Whilst birding the Jubail area near Sabkhat Al Fasl on 19 August 2022 I came across an adult Black-winged Kite. It was sitting on a post but I did not see it before it flew and only then noticed it. It only flew a short distance and landed on a roadside lamppost where I managed to take a poor photo of it before it flew again. The bird shows the typical underwing patter of the eastern subspecies Elanus caeruleus vociferous a subspecies that occurs from Pakistan east to southern & eastern China, Indochina and the Malay Peninsula. This is not surprising, as all records from the Eastern Province of the Kingdom have been of this subspecies. This is the first record of this species for the site, but was not too surprising as they are spreading rapidly and becoming more common. The first record for the Eastern Province was only found on 17 April 2012, but since then has become more common with birds seen in almost every month and every year since the first record. A juvenile, able to fly, was found at Khafra Marsh a couple of years ago, in the presence of two adults suggesting breeding may have occurred. Rather than being a vagrant to the Eastern Province its status has changed to an uncommon visitor.

23 August 2022

Ringed Egyptian Nightjar – Jubail

Whilst birding the Jubail area this summer the number of Egyptian Nightjars have been increasing with a maximum so far of 20 birds seen. Some of these birds allow vey close views as they sit out in the open of the rough tracks. Most birds sit on the track but as the car needs to get past the birds on the narrow track they sometimes fly a short distance and settle again allowing their legs to be seen briefly before thy settle back down. On 19 August I saw a bird with a metal ring on its right leg and managed to get a photo showing part of the ring number. I know Abdulla AlKaabi has ringed Egyptian Nightjars in nearby Bahrain over the last few years, and as other ringing in the region is very limited, I suspected it may be one of his birds. On contacting Abdulla, he confirmed it was one of his birds as below:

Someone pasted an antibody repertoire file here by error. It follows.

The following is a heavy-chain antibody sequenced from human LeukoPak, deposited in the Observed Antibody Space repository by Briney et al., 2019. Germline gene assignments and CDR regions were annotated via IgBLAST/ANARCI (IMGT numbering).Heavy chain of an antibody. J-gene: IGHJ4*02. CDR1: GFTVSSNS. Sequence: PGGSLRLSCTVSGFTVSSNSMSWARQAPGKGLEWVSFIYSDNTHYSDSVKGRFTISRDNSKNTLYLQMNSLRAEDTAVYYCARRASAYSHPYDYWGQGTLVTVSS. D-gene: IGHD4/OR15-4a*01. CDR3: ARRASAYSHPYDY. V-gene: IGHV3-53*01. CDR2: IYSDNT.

Egyptian Nightjar

Ring Number: LR07627

Ringing date: 6-May-2021

Ringing place: Bahrain

Age ringed: Pullus

Ringer: Abdulla AlKhaabi

Finding date: 19-Aug-2022

Finding place: Jubail

Finding condition: Bird found alive and photographed

Duration: 470 days

Distance: 173 km

Direction: 319 deg (NW)

Finder: Jem Babbington


Abdulla has ringed 43 birds as chicks since 2013, with this being the first recovery. It is interesting to know if some, or all, of these birds come from Bahrain after breeding to moult or if they breed in the local area. We will keep a more careful eye on the possibility of other ringed birds being present know we know they may occur, and can hopefully build up a better picture of their occurrence.

22 August 2022

Long-billed Pipit – Wadi Tarj

 Whilst birding Wadi Tarj in the summer I came across a couple of very confiding Long-billed Pipits. This species has proved not so easy to photograph for me over the years so the below photos were very pleasing. Long-billed Pipit is a resident breeding species in Saudi Arabia with the subspecies occurring being A. s. arabicus, which is endemic to Saudi Arabia, Oman, UAE and Yemen. Its status in Saudi Arabia is a common breeding resident, where it occurs in the southwest highlands, south from Taif, above 1,500 metres on mountainsides and rocky highland terraced fields with grassy areas, bushes and trees. It moves to lower altitudes in winter. 

20 August 2022

Abu Arish Waste Water Pools – Abu Arish

The Waste Water Pools at Abu Arish are good for birds due to the combination of water and shrubs. It is probably the best location in the Kingdom for getting good views of White-browed Coucal which can be seen best in the early morning when they sit on the top of trees and shrubs calling. Birds can be seen throughout the day but tend to disappear into cover as the temperature rises. Another species that is always seen at this location is Nile Valley Sunbird. Both males and females can be seen but they are not too easy to photograph as my average shot below shows. Another common species here is Namaqua Dove, which can be easily photographed at close range as they do not appear to be frightened of people. Water birds are less in number in the summer but we saw plenty of breeding plumage White-winged Terns as well as a few Glossy Ibis and Western Cattle Egret. Little Grebes are also very common on the water but not much else was seen.

White-browed Coucal

White-browed Coucal

White-browed Coucal

White-browed Coucal

White-browed Coucal

Nile Valley Sunbird

Namaqua Dove

Namaqua Dove

Glossy Ibis